My interest: Star formation at high resolution in the nearby universeMy general science interests are
Some background on what I am interested in ...
What is sub-/millimeter/radio interferometry?
In the long wavelength (from submilliter over centimeter, meter up to kilometers) regime of the electro-magnetic spectrum, photons cannot be measured individually as in optical CCDs due to the low energies. Instead, the voltage induced by the electricalfield of a photon is detected. This comes with it's own set of challenges but also advantages.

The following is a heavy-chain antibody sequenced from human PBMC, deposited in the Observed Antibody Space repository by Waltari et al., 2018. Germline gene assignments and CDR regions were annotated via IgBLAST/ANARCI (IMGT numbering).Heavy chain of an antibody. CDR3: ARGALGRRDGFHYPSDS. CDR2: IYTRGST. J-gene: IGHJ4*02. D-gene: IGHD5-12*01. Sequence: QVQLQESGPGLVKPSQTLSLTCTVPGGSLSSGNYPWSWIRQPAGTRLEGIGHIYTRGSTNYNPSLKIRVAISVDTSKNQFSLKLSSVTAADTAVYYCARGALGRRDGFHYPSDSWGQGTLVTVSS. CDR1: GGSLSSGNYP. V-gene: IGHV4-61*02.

On the downside, the achievable resolution is low compared to shorter wavelength (optical or infrared). Due to resolution = λ/D, the long wavelengths lambda require large telescope apertures D which become impractible for telescope dishes of hundreds of meters. Furtunately, interconnecting a number of small antennas to behave like a single giant antenna is possible. This method is called interferometry. Placing the antennas far apart, from hundreds of meters to different continents, we can achieve very high resolution in far away targets. This method comes at the cost of increased computational effort during observations when correlating the observed signals from the individual antennas and also enhanced complexity in recreating an actual image of the source. For very high resolution data or superior image fidelity, the task of creating an image itself, before any analysis, is a major effort and requires skills and experience. Especially so when pushing to the limits of resolution and sensitivity. Since working on my Bachelor’s thesis, I have been deeply involved in technical aspects of data reduction and processing. This has been crucial to achieve the high resolution and image fidelity that is needed to study small-scale effects in the context of large galaxies.